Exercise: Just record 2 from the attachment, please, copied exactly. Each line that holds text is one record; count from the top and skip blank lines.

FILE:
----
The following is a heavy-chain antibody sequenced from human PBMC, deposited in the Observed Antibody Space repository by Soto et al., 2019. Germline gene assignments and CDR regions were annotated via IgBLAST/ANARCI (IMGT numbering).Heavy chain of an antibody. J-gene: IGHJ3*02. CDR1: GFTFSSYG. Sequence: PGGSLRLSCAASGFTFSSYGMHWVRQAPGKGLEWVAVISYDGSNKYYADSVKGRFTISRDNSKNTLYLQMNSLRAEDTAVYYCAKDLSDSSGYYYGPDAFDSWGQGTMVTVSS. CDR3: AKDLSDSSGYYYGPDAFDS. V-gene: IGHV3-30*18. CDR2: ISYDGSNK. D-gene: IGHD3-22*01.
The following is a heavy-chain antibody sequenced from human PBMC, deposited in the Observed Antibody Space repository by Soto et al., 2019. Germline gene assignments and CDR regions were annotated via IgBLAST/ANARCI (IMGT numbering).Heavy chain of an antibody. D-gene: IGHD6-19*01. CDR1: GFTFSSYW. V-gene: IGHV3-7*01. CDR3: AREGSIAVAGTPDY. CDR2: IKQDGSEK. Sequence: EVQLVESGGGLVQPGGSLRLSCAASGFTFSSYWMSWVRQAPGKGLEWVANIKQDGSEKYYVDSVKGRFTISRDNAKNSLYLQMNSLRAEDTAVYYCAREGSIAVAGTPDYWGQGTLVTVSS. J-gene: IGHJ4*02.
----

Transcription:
The following is a heavy-chain antibody sequenced from human PBMC, deposited in the Observed Antibody Space repository by Soto et al., 2019. Germline gene assignments and CDR regions were annotated via IgBLAST/ANARCI (IMGT numbering).Heavy chain of an antibody. D-gene: IGHD6-19*01. CDR1: GFTFSSYW. V-gene: IGHV3-7*01. CDR3: AREGSIAVAGTPDY. CDR2: IKQDGSEK. Sequence: EVQLVESGGGLVQPGGSLRLSCAASGFTFSSYWMSWVRQAPGKGLEWVANIKQDGSEKYYVDSVKGRFTISRDNAKNSLYLQMNSLRAEDTAVYYCAREGSIAVAGTPDYWGQGTLVTVSS. J-gene: IGHJ4*02.